Ben found jukebox motors, amplifiers and all sorts of parts for machines from the 1930s and 1940s. The bases of Packard Pla-Mors had been used as pallets to lift jukeboxes up off the floor, but the tops of the jukeboxes were nowhere to be found.
In addition, there were boxes of records that had been sitting since the 1960’s. There were 150,000 records in there!
We were all set to leave home and join Ben when he called to say that he had found some help for loading and could handle it without Lloyd’s help. He was so excited about his find that the adrenaline was flowing, and he worked straight through the day without eating, loading the pickup and the trailer full and driving all the way back to Hagerstown the same night. Ben had left Maryland on Thursday evening, got home with the first load Friday night, unloaded Saturday morning and drove right back again for load number two. In all, he filled the truck and the trailer three times before he was done.
Lloyd was excited about the records. He was sure that there would be some valuable collectible records hidden among the thousands of more common titles. We discussed how to price them. Lloyd did not feel that he had the time or the staff to sell each of the records individually, so he decided to offer them for 25 cents a piece, which worked out to $250 for 1,000 records. Some dealers came to look at purchasing all of them, but wanted to negotiate for a lower price, which Lloyd declined.
One Pennsylvania collector bought 3,000 records from the lot for $750. Lloyd warned him that there would be some warped records from heat, but he took them anyway. After taking the records home and looking through them, this buyer decided to return the boxes of “warped records” and exchange them for different boxes of records.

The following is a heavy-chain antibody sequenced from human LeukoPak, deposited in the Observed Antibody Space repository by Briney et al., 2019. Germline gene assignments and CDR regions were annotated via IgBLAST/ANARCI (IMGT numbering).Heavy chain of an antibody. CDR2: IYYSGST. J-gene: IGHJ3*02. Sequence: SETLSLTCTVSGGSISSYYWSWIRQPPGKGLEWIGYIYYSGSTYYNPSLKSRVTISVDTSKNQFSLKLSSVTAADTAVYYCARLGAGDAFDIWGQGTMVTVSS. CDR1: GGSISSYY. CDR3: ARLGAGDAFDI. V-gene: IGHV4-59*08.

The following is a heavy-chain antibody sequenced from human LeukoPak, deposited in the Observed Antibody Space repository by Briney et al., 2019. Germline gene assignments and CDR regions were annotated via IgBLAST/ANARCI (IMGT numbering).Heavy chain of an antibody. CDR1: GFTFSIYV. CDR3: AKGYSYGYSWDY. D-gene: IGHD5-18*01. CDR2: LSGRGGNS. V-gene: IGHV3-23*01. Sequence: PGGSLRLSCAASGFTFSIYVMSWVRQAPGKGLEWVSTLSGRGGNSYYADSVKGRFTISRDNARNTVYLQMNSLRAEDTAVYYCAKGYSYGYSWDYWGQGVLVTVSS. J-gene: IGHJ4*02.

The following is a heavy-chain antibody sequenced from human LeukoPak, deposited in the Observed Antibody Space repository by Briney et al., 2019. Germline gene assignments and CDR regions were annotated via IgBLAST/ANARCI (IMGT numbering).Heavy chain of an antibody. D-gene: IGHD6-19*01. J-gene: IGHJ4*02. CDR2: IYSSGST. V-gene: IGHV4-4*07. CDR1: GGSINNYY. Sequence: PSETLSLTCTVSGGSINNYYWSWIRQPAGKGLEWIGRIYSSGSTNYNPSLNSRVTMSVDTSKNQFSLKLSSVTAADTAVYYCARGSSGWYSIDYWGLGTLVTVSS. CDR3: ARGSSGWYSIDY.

What he didn’t know was that Lloyd knew that the buyer was cherry picking out the most rare and valuable records from each box, selling them on Ebay, and then trying to return all of the less valuable records to exchange for a new lot to cherry pick again. Of the records that this buyer had already sold on Ebay from our Charlotte load was one that went for $1,235.00, one for $926.00, and another for $900.00. Those only represent 3 of over 50 records he had sold out of the boxes he purchased from us! Not a bad return on his $750.00 investment, but not good enough for him to deal fairly with Lloyd.
The last time this buyer returned for more records, he wanted to exchange some he had already bought. Lloyd had just learned that his elderly father had passed away and he was in no mood to be jerked around. Upset enough to begin with and knowing that the records were bringing way more than his customer had paid him, Lloyd told him that he knew what he was doing and to never come back. Lloyd occasionally fires customers whom he feels haven’t treated him fairly!
It turned out that our Charlotte purchase contained many rare and very collectible “Northern Soul” titles. Since they tend to be rather unknown titles that had limited commercial success in the US, released in small quantities in specific regions of this country, we just got really lucky with these records. The original vinyl 45 copies of these tunes played in British dance clubs are very desirable. To learn more about Northern Soul music, you can visit this site:
Since the discovery of so many rare and desirable titles, we have begun to search through the records for those worth listing on Ebay, and they will become available as we find them. Amanda has listed a couple of hundred of them over the past few weeks, and Lloyd sorts through a few boxes each day.
Our treasure hunt continues!